At many colleges and universities, from underfunded institutions to top-tier private colleges, many students have found themselves unable to meet basic needs during the coronavirus pandemic. Financial insecurity, previously accelerated by rising tuition costs and living expenses, has become even more acute because of the closure of campuses, loss of jobs and slashing of budgets.
In response, across the country, students have created mutual aid networks: raising and redistributing tens of thousands of dollars to help their peers cover housing, medical costs, food and other essentials. Generally, students send in requests for small amounts of money, and network organizers will send them the funds using payment apps like Venmo.
“The pandemic has obviously exacerbated a lot of the inequalities that exist on college campuses,” said Neha Tallapragada, 19, a sophomore who helped start an aid network at Rice University. “That’s really been a painful experience for a lot of students. Students have been laid off from their jobs, or they’ve had to take on new responsibilities because of losses in family income, perhaps due to Covid-related layoffs.” At some schools, students who depend on dorms for housing have struggled after their campuses closed.
“We’re trying to fulfill a lot of the needs that have been exacerbated or are there in a greater degree due to the pandemic,” Ms. Tallapragada said.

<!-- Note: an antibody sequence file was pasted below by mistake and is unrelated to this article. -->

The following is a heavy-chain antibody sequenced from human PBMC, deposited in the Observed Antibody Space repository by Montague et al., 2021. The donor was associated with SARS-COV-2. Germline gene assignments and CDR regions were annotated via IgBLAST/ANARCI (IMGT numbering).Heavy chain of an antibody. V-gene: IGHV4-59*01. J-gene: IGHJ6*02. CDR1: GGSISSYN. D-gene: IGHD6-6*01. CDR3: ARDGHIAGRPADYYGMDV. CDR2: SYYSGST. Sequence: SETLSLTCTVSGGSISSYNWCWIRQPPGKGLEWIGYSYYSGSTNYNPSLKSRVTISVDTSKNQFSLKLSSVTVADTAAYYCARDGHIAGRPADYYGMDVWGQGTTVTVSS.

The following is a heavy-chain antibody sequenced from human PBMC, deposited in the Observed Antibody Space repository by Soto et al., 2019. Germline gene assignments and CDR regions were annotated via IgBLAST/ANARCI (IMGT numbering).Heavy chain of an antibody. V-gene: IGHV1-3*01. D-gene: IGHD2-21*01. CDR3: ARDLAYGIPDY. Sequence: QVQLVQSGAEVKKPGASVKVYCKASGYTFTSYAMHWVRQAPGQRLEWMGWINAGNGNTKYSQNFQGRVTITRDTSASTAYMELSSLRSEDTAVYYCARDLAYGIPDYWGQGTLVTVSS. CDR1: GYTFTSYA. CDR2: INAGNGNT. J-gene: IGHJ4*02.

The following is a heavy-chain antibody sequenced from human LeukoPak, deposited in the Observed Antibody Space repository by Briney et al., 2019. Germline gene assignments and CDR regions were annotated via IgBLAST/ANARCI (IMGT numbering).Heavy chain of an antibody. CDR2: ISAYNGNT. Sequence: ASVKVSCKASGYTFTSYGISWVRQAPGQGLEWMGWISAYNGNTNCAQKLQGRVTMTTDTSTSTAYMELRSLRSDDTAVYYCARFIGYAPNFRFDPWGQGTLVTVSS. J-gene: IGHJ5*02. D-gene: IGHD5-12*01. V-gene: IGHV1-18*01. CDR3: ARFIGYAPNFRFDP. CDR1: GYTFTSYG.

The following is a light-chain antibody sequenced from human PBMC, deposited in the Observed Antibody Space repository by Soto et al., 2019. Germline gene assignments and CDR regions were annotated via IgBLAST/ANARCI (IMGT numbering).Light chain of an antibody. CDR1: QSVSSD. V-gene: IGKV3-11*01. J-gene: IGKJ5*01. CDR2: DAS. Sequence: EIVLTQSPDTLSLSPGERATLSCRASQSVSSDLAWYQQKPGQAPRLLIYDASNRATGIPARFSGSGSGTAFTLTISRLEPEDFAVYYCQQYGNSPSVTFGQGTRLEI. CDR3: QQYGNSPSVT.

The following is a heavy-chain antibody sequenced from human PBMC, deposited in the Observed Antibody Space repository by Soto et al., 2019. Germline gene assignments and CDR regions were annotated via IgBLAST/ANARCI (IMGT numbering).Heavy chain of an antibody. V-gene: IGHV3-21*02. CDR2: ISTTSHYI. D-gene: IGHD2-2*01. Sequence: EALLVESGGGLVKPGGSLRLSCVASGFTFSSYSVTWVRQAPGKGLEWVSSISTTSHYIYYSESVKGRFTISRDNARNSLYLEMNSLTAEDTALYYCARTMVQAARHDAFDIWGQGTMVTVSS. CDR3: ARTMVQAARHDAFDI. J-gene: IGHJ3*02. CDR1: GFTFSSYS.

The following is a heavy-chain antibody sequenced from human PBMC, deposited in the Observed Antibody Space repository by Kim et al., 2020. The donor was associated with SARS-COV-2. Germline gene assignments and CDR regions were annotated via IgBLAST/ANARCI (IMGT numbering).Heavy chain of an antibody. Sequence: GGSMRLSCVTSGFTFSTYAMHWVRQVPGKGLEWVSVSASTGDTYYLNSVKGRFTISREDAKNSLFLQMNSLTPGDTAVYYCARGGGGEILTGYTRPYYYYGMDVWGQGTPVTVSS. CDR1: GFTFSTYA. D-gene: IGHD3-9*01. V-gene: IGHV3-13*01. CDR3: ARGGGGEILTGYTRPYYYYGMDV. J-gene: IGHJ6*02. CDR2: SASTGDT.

At its core, mutual aid is a form of charity in which neighbors or peers work together to help each other out on a case-by-case basis. (The term is often attributed to “Mutual Aid: A Factor of Evolution,” a 1902 essay collection by the Russian social theorist Peter Kropotkin, who argued that voluntary cooperation has been key to the flourishing of human civilization.)
Not all the aid networks operate in the same way. At Rice, aid recipients must provide a school ID number, while at Vanderbilt University, students and alumni have created a network for sharing temporary housing in addition to their cash distribution efforts. At Northeastern University, organizers aren’t distributing money at all; instead, they use donations to stock a free food pantry and distribute personal protective equipment on campus.
Giving out money is “not something that we’re opposed to, but it isn’t something that we’ve been asked for by students,” said Madeleine Allocco, 21, a junior at Northeastern who has helped with the organizing.
The aid networks are entirely student-run, operating outside of any official college administration oversight.
At Georgetown University, students donate cash to a central Venmo account, according to one of the founders, Megan Huynh, 20. “Then we have a funding request form for students in need — both undergrads and graduate students — to request basically like a micro-grant of $50 to $100,” she said. “And we just send them the money, no questions asked.”
To date, the Georgetown mutual aid network has raised $25,000 from current students and some alumni, and has distributed $20,000. The money, which is meant to be used for “textbooks or weekly groceries, medication, things like that,” has been raised from more than 900 donors, Ms. Huynh said, “so it’s really shown the power of small grass-roots movements.”
Sara Goldrick-Rab, a sociology professor at Temple University who studies college affordability, said: “These mutual aid networks are springing up because the new economics of college, which is what I tend to call it, puts students at a significant economic disadvantage.”